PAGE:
In a world where we can literally sell ANYTHING and get away with it, water has become the weapon of choice to reach new heights of idiocy. It wasn’t that long ago when I remember that I could drink water from a garden hose and only have to worry about maybe adding a rubbery hint to my flatulence. But nay, those days are long gone and we are left with a world that has to pay for something that pretty much makes ¾ of our body.
Oh and if you haven’t noticed, business is booming. From Dasani to Naya to Aquafina, Deer Spring, Evian and Fiji water, that little cocktail consisting of two parts hydrogen to one part oxygen sells like hotcakes and just like cars, apparel and neighborhoods, each brand caters to a specific person looking for basic hydration.
If you’re like me, you go to Costco, pick the cheapest brand that doesn’t taste like plasma from a Styrofoam monster and chug away, often refilling from your work’s ample and free water supply. But of course, this isn’t enough for some people and for these little wonders, we came up with artisan water.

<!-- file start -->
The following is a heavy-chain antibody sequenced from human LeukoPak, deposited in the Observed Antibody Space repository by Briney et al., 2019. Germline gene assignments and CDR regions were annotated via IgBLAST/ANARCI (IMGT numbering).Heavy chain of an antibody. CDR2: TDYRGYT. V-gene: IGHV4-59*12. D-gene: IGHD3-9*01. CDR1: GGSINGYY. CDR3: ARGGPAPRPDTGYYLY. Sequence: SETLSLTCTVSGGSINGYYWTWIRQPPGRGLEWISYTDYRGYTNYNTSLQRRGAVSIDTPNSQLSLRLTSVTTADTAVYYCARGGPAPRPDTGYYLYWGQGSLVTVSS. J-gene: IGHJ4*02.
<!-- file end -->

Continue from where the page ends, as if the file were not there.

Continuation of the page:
In case you’re wondering, artisan water is not made by artists. It is also not the water used to clean brushes between color strokes while painting on a canvas. Just in case, it isn’t water used to make moving pieces of art either. In fact, there is actually no such thing as artisan water. What some people sell as artisan water is actually artesian water, which comes from ground wells dug up. Artisan water is just the trendy name given to the water type just to sell easier and pique intrigue in passersby from around the world.
Which brings me to one more point: just how much are we willing to pay for water in the long run? A bottle of Pellegrino can set you back almost $6 (US) in some places. Fiji water goes upwards of $2 (US) in most places. Dasani sells for $1-$2 depending on your venue and guess what, it’s treated tap water (I say treated because purified this ain’t, and in case you were wondering, Dasani is a made up word). The varying hydro markets shift and change with the greatest of ease and in the end, what do we get? Something that we used to be able to get from the faucet for little or no cost.
So next time your sipping on your premium water of choice, just remember that once upon a time, water, unlike you, was free.
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